Last night, Eco Villages Australia held an event at Turnstyle Community Hub in Brisbane that sparked some great conversations around contribution, shared goals and the incorporation of a small scale economy that relies far less on the mainstream financial system. The event started with talks by Joy Foley from Peace Valley Australian Bush Retreat and Andrew McLean from Eco Villages Australia. This was followed by an interactive part of the night involving small group conversations in the 'World Cafe' style of facilitation.
Issues surrounding contribution can be highly contentious. Thoughts and feelings around contribution naturally bring out peoples' desire for equity. Many people are concerned that others won't contribute and instead take advantage of the hard-working individuals in the community. Other people feel that certain work is of more value and should be recognised as such through higher payment. Some may even be concerned about their own ability to contribute due to health issues, energy levels, confidence, etc. How we value ourselves and how we value others touches the deepest parts of our spirit so there is, of course, no easy answer to the issue of contribution. Honest discussion about the needs of each person and the needs of the community can help to navigate this difficult topic.
One suggestion is to have two 'streams' that people can choose between. The first 'stream' would be working for the eco village for an agreed number of hours and having living expenses (housing, food, internet, electricity, etc) provided. This work could include growing food, educating children, planning events and activities or generating income for the eco village. With a diversity of skills, interests and resources, this option could be an exciting opportunity for people who yearn to give their gifts to the world. The second 'stream' would be a standard weekly rental payment and an agreed weekly contribution to cover food which is a well-understood model for modern people. Having a choice between the two options allows autonomy. People can freely choose a path of eco village life that suits their situation.
How would people be chosen? How would people be accountable? How could the eco village balance the range of skills to sustainably generate income? All these questions and more emerged - the room was buzzing with conversation and curiosity. One comment was that this system would need to have enough diversity in skills and expertise to function properly - villages need certain skill areas such as a mechanic, a doctor etc. While we are living in the modern world we still have access to all the opportunities that the modern economy brings. The eco village won't be an isolated island away from society. This is the opposite of what we are trying to do! The main aims of this experiment must be to assist people to undertake the work they really want to do and rely less on the mainstream economic system. It is well understood that localism is key to thriving communities. We can keep the skills, resources and creativity circulating in the eco village rather than going out of the community and being funnelled to 'the one percent', which is the reality of our extractivist, capitalist economy.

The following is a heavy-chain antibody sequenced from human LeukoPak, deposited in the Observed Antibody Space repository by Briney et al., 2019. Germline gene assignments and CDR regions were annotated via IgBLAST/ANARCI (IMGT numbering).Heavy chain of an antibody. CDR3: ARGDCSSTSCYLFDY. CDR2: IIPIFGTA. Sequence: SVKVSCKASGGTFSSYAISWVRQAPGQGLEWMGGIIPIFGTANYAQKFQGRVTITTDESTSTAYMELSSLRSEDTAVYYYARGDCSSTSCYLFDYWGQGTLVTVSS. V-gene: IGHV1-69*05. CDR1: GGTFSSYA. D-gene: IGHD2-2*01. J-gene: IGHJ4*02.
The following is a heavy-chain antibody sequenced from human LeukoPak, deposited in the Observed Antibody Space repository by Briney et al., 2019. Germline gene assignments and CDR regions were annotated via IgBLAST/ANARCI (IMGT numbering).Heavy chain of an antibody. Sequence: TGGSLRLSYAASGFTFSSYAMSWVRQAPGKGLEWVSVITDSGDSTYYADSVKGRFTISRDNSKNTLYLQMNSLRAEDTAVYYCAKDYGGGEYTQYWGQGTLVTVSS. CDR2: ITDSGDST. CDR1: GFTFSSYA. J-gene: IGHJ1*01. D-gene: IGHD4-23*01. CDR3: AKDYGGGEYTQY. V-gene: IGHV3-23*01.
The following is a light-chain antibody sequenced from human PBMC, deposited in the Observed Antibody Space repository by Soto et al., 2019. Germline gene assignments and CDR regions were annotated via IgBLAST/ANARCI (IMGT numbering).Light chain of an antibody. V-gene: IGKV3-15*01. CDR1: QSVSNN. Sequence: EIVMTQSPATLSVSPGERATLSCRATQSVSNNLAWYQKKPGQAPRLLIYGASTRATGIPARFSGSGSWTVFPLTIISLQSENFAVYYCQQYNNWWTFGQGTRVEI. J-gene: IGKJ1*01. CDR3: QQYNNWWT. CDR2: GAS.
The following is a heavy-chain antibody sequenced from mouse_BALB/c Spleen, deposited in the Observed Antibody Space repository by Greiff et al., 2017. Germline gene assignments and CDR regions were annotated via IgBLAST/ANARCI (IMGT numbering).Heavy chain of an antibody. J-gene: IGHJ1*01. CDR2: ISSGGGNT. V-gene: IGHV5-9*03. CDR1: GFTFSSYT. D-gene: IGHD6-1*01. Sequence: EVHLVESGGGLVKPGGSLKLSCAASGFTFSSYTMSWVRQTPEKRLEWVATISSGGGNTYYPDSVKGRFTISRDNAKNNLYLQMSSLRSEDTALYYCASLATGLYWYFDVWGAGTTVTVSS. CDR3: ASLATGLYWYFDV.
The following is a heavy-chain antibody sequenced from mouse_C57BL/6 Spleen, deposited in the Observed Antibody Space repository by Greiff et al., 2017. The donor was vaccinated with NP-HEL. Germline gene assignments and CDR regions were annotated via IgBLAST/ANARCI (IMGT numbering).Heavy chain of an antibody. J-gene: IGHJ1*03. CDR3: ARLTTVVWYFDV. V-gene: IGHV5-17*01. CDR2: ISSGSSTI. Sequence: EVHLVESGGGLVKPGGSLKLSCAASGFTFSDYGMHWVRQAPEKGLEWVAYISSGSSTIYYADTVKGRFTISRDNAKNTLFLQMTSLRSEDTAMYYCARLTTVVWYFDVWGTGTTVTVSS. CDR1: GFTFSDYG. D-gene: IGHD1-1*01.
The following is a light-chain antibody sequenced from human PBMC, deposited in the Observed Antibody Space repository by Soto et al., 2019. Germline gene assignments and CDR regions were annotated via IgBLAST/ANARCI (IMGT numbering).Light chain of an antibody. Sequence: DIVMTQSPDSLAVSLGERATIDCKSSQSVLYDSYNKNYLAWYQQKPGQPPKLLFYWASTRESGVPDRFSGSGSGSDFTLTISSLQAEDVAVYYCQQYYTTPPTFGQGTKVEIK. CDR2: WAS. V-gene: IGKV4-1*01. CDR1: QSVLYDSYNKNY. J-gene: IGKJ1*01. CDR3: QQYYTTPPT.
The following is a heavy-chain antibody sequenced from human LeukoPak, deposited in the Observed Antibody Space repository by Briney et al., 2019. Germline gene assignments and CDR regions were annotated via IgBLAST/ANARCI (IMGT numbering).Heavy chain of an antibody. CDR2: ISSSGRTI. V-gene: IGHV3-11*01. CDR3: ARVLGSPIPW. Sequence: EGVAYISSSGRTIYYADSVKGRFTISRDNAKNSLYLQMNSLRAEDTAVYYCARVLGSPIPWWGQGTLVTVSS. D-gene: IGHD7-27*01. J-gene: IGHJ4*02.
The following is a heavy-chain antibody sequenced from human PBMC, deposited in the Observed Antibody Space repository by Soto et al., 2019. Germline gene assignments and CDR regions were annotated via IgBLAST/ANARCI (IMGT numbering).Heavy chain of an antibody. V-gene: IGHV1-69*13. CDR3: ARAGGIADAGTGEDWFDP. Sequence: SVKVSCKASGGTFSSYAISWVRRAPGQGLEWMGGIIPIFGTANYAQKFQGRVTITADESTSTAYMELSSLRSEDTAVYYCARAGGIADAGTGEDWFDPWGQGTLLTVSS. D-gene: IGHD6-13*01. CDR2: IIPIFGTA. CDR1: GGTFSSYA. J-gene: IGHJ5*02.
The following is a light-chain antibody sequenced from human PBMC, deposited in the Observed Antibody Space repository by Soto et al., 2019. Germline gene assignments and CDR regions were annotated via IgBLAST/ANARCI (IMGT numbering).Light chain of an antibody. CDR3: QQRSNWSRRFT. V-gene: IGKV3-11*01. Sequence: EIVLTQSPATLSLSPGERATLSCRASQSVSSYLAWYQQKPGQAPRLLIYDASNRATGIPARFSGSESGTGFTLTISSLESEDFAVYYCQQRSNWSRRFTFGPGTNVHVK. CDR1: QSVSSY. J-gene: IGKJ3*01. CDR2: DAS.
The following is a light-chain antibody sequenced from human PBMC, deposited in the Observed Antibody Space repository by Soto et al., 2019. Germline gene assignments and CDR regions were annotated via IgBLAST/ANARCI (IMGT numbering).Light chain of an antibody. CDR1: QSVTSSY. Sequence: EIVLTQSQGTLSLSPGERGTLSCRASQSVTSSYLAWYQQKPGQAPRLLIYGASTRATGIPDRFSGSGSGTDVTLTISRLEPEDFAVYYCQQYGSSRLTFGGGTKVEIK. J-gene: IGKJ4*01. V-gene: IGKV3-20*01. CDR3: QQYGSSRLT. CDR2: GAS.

Many people agreed that such a model would require a strong commitment to the underlying philosophy, a deeply shared vision. Elements of this philosophy may include that all people are equal and their time is of equal value - a person who is cleaning bathrooms for an hour is equal to a person who is writing this blog for the same hour. This is a radical shift for many who would struggle to say that a doctor's time is worth the same a mother's, for example. There is precedence in our society that the work traditionally undertaken by men (engineering, building, leadership roles) is of greater value than work traditionally undertaken by women (care work, cleaning, the arts etc). By taking up a philosophy that every person's time is equal, the eco village can be a leader in valuing all forms of contribution. When people are doing the work that makes their heart sing, the world is richer for it.
Another thing that emerged was that people may feel exploited if they are getting paid less to work in the eco village than in a standard job. Recognising financial capital while overlooking social, cultural, intellectual, spiritual, experiential and other forms of capital leaves us poor and hollow as a society. As Charles Eisenstein says in his book 'Sacred Economics', how can we put a price on our time? That is our life and to sell it for a dollar figure is to sell our life. What would we turn our hearts, minds and hands to if we had freedom over our time, confidence to act and the support of others? To many, this may seem a distant and impossible dream but could now be the time to take a leap? Creative experiments like this are a great way to build resilience into an increasingly uncertain world. The only real secure investment is community. The social, intellectual, material and spiritual riches are available to all who collaborate and create real trust.